David Bach, best known for coining a phrase “The Latte Factor” which is the idea that the small amounts of money you spend can add up to a fortune, believes that homeownership is a “timeless” principle of building wealth. He says it’s boring, but it works. He’s right on one of those—it is boring, but no, it doesn’t work.
“Ultimate financial security comes from buying the home that you live in, paying it down, and getting it debt-free” — David Bach. WRONG.
I think many people believe they’re going to be so happy with mom and dad across town and your cousins in town, and everything’s going to be fine and you’re all going to live here and you’re going to get a little doormat that’s going to say “The Johnsons” with smiley faces and then you’re going to paint the house in your favorite color and have your nice little sofa and your lazy boy, you’re going to have tricycles and then if you stay there for 30 years then one day you too will be rich.
Folks, even if you sell your house, $300,000 is not going to make you rich. Especially after you put 30 years into it and had no options to grow.
Over the past 50 years, a home has returned 1% when adjusting for the rate of inflation. If your 300K house goes up 1% a year—30% over the next 30 years adjusted for inflation—your $300,000 home will probably be worth four, five, six hundred thousand dollars in 30 years. That’s not a return, that’s dead money. Get involved in multi-family real estate if you want to own a real asset.
You need to prove to yourself that you can produce money. Income is senior to everything and that’s why a house doesn’t make sense. Houses do not produce income and you need flows of money coming to you, not away from you. The house was made so that states like Pennsylvania, Connecticut, New York, and Ohio could depend on your tax dollars. You don’t own the home, the state-owns your house for the next 30 years; you are not in control.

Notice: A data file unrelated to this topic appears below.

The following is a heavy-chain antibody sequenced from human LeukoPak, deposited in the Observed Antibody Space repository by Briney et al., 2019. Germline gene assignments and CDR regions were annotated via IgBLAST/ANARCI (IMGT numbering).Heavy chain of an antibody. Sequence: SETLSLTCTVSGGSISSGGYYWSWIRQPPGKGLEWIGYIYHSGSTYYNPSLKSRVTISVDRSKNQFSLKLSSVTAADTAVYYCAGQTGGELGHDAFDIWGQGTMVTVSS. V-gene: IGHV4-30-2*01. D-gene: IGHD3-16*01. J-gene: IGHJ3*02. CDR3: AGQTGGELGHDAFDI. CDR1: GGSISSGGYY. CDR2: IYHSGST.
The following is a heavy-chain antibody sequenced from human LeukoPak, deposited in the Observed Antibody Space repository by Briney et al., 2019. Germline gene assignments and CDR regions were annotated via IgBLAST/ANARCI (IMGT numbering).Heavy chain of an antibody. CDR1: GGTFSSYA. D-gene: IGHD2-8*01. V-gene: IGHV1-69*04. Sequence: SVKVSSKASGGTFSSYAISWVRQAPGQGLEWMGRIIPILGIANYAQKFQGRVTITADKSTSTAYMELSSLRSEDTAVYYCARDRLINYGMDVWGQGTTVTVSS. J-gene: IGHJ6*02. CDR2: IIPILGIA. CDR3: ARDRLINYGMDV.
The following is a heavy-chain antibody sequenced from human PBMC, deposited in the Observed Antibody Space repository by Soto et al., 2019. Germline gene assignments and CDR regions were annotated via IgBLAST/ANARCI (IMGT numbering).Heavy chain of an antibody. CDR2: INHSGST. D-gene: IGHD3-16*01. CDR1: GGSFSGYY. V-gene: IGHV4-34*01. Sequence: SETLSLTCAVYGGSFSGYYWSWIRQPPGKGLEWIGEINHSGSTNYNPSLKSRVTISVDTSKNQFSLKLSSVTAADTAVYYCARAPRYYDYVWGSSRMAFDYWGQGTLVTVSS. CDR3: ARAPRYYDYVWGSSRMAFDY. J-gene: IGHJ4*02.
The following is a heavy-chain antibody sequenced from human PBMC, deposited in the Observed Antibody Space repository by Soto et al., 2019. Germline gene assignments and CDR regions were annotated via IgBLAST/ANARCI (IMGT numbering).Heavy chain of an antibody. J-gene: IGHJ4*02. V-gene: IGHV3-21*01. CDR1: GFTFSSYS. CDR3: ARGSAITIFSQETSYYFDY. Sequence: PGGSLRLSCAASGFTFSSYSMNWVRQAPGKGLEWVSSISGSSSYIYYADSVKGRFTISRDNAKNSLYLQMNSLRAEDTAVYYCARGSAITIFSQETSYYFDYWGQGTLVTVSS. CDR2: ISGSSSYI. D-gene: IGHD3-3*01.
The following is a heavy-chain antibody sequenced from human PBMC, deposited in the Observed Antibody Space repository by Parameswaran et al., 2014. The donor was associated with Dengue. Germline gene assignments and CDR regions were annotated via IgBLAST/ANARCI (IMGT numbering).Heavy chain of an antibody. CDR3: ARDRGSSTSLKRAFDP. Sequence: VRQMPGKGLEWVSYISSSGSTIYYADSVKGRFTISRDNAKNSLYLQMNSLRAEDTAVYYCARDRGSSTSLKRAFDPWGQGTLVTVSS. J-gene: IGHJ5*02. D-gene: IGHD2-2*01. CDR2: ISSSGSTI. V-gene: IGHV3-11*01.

They need you to stay put.
Warren Buffett’s been in one home his entire life and that is not even figured in his net worth. It is not how he makes money. Guys like David Bach give people the idea that you need to skip your Starbucks coffee and save $3 a day, buy a home, and in 50 years you’ll stash away your first million.
I don’t know about you, but I don’t want to slowly and gradually save small amounts of money—I don’t want to hope that, one day, by the time my prostate falls off when I’m 80-years old, if the stock market doesn’t go up in flames, I might scavenge just enough money to never enjoy it.
I can skip my $5 Starbucks every day and save $10,000 over the next 5 years, but if you think $10,000 is going to change your life, you’re not just broke, you’re being stupid. Yes, you should spend less than you earn, but if you make $50,000 a year with a couple of kids, what money is there leftover to save? None. Do the math.
You’re either renting space or you’re renting money, but either way guys you’re renting. You shouldn’t buy a house until you’ve made it big and your wealth is indestructible. Do not buy a house—you lose mobility. It’s a bad deal. On your balance sheet, it actually goes under liability. How do you measure the cost of opportunity? Being able to move to different places is valuable. You’ve been tricked and brainwashed to believe if you own a home one day you’re going be rich. No—one day you’ll be old and you will wish you had that money earning income all that time.
Ben Leybovich in his Bigger Pockets article, said, “Grant Cardone…as far as I know is the only public figure in the personal finance space who calls a spade a spade.” Renting is not throwing money away, it is paying for your freedom and mobility. Every year you own a house, your costs of ownership go up.
Don’t buy a home—rather, invest in yourself and gain some new sales skills and watch who you get your advice from.
Learn to sell and you can start getting paid more and have surpluses to invest in real investments; the kind that pay you rather than cost your every month. You can get lifetime access for a limited time to Cardone University for far less than any down payment on a home. You must learn to increase your income if you ever want to really get rich.